23 F3d 1121 United States v. E Sandles

23 F.3d 1121

UNITED STATES of America, Plaintiff-Appellee,
John E. SANDLES, Defendant-Appellant.

No. 93-1999.

United States Court of Appeals,
Seventh Circuit.

Argued Jan. 13, 1994.
Decided April 27, 1994.

Paul Kanter, Asst. U.S. Atty. (argued), Office of the U.S. Atty., Milwaukee, WI, for plaintiff-appellee.

Annice Kelly (argued), Fox & Fox, Madison, WI, for defendant-appellant.

Before CUMMINGS, ESCHBACH, and FLAUM, Circuit Judges.

FLAUM, Circuit Judge.

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After a four-day trial, a jury convicted John E. Sandles ("Sandles") of five counts of bank robbery in violation of 18 U.S.C. Sec. 2113(a). The district court sentenced Sandles to several concurrent terms of 180 months imprisonment and three years supervised release. On appeal, Sandles raises two issues: (1) whether he knowingly and intelligently waived his Sixth Amendment right to counsel; and (2) whether the district court abused its discretion in denying Sandles' motion for substitute counsel. We vacate the conviction on the former ground, and remand for a new trial. Therefore, we do not address the latter argument.I.


In a three-month period commencing on December 10, 1991, John Eric Sandles committed a spree of bank robberies that netted him approximately $13,500. Following the last of the five robberies, a criminal complaint was issued and eventually Sandles was arrested. On May 21, 1992, Sandles made his first court appearance in connection with this case, at which time the court found Sandles to be indigent and appointed David E. Lowe ("Lowe") to serve as counsel. On July 7, 1992, the grand jury returned a Superseding Indictment charging Sandles with five counts of bank robbery in violation of 18 U.S.C. Sec. 2113(a). Following his arraignment, Sandles filed a notice of insanity defense pursuant to Fed.R.Crim.P. 12.2. At the government's request, the court issued an order on July 23, 1992, directing that Sandles undergo psychiatric and psychological examinations. On October 13, 1992, the examination report was submitted to the court revealing that Sandles suffered from grandiose delusions about his own capabilities. About a month after the report was submitted, the court granted Sandles' motion for an independent evaluation, scheduled a pretrial conference for January 22, 1993, and set trial for February 1, 1993.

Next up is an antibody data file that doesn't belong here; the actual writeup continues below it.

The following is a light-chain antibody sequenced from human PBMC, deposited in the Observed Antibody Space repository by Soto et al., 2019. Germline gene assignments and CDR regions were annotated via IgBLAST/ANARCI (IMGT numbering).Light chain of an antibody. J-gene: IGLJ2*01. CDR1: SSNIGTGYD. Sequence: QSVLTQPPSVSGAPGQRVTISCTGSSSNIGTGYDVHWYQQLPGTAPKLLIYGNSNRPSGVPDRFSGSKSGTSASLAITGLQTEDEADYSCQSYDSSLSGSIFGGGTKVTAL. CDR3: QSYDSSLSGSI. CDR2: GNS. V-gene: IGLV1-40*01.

On December 30, 1992, Sandles filed a pro se motion to dismiss and discharge Lowe as his court-appointed attorney. Sandles leveled a number of rather serious accusations, including the allegations that Lowe had: (1) "demonstrated racial bias and hostilities;" (2) advised Sandles not to cooperate with the court-appointed psychologist and to deny any memory of the crimes; (3) refused to consult with Sandles' mother to obtain relevant medical records; and (4) refused to file pretrial motions to obtain said records. Sandles argued that his right to a fair and impartial trial would be compromised if Lowe continued his representation. On January 4, 1993, Lowe filed a motion to withdraw as counsel, supported by an affidavit averring that the breakdown in the attorney-client relationship warranted appointment of substitute counsel.1


At the January 22, 1993, pretrial conference, the court heard oral statements from both Sandles and Lowe concerning the motions for new counsel. The following testimony was presented:


MR. LOWE: Your honor, I have filed two motions with the court and I know Mr.--my client has filed a motion with the court. One motion is a motion for continuance of the trial date in order to attempt to obtain some medical records for Mr. Sandles' evaluation. The other and probably more germane at this point is a motion on my behalf to withdraw, and that was filed shortly after Mr. Sandles informed me that he had filed a motion requesting new counsel.